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By Social Science Bites | Published: April 3, 2017
In this Social Science Bites podcast, anthropologist Scott Atran describes how 'sacred values' prove remarkably immune to negotiation and can empower vicious terrorism or victorious revolution.
By David Varel | Published: February 13, 2017
This Black History Month, remember the trailblazing work of an American anthropologist, Allison Davis, who both studied and was a victim of the nation's entrenched racism.
By Ed Jones | Published: January 19, 2017
In Anthropologists in the Stock Exchange: A Financial History of Victorian Science, Marc Flandreau traces the interwoven development of anthropology, global finance and scientific study, placing all three at the heart of late-19th-century British imperialism.
By Joseph Anderson | Published: August 15, 2016
"Cold War Anthropology: The CIA, The Pentagon and the Growth of Dual Use Anthropology" offers a historical account of how the US military industrial complex has had a profound influence on the development of US anthropology during the Cold War and into the present day. Reviewer Joseph Anderson sees the book as a dense but readable outline that confronts how ethnographic research in the field has been shaped by wider political-economic force.
By Kirrilly Thompson | Published: May 4, 2016
Anthropologists use ethnographic methods designed to facilitate their competency in another culture to understand what people do, think, feel and say that might seem strange to an outsider but are completely familiar to an insider. But what does that mean in practice?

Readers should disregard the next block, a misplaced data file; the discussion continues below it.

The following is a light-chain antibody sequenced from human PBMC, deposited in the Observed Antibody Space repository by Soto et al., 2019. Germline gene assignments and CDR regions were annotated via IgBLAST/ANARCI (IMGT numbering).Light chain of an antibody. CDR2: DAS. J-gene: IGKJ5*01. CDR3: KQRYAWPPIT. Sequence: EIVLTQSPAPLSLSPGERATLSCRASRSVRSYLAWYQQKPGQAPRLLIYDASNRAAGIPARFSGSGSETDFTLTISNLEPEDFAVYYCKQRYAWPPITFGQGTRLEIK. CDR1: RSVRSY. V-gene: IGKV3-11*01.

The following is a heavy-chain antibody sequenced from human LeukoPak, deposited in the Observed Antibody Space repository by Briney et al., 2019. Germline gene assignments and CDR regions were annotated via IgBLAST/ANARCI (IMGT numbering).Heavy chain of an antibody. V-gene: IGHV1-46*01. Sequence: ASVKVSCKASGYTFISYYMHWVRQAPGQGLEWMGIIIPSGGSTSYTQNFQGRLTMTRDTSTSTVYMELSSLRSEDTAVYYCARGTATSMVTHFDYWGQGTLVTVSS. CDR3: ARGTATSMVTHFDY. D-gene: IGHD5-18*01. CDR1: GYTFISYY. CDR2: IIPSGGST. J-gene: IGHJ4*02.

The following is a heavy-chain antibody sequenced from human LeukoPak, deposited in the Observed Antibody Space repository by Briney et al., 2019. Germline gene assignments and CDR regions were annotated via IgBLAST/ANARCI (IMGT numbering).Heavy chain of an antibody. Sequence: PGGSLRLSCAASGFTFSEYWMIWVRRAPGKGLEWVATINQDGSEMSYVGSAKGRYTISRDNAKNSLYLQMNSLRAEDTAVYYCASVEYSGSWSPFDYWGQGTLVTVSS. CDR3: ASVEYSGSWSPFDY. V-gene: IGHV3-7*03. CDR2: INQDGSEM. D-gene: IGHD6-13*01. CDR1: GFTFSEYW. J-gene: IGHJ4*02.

By Social Science Bites | Published: January 13, 2016
One of the leading exponents of what might be called the second coming of kinship studies, Janet Carsten, a professor of social and cultural anthropology at the University of Edinburgh, has (literally) brought new blood into the field, exploring kinship’s nexus with politics, work and gender.
By David Rudrum | Published: September 29, 2015
A corporate anthropologist is told to write a report that will “name what’s taking place right now" and is “the First and Last Word on our age." And so we set the stage for what in turn David Rudrum argues is itself a zeitgeist-defining work.
By Social Science Bites | Published: January 21, 2015
It’s an unusual approach for an academic: a hands-on approach. Literally a hands-on approach. Trevor Marchand is an anthropologist interested in how information about crafts is transferred from expert to novice. This has led him to Nigeria, Yemen, Mali, and East London ...
By Robert Dingwall | Published: December 7, 2014
There is a genuine cost from ignoring lessons from social science in the fight against Ebola. What's even sadder -- these lessons were taught in blood three decades ago in the fights against AIDS. Are we ready for the next malady?
By LSE Impact | Published: September 4, 2013
A recent New York Times op-ed has provoked a great deal of debate over the relevance and reinvigoration of the social sciences. Alex Golub welcomes some of the criticism levied at the social sciences as a whole but finds the lack of evidence supporting many of the sweeping claims on why social science is stagnating to be unreconcilable given massive funding differentials and the history of social and natural sciences. But social scientists must continue to work to ensure mainstream social science is communicated in more accessible ways.
By American Anthropological Association (AAA) | Published: February 22, 2013
Contrary to some loudly voiced claims, both advocacy and science are (and long have been) at the core of our discipline.
By Tea Torbenfeldt Bengtsson | Published: January 8, 2013
Study finds boredom is a key experience in daily life in secure care and young people deal with their boredom through the generation of risk-taking action.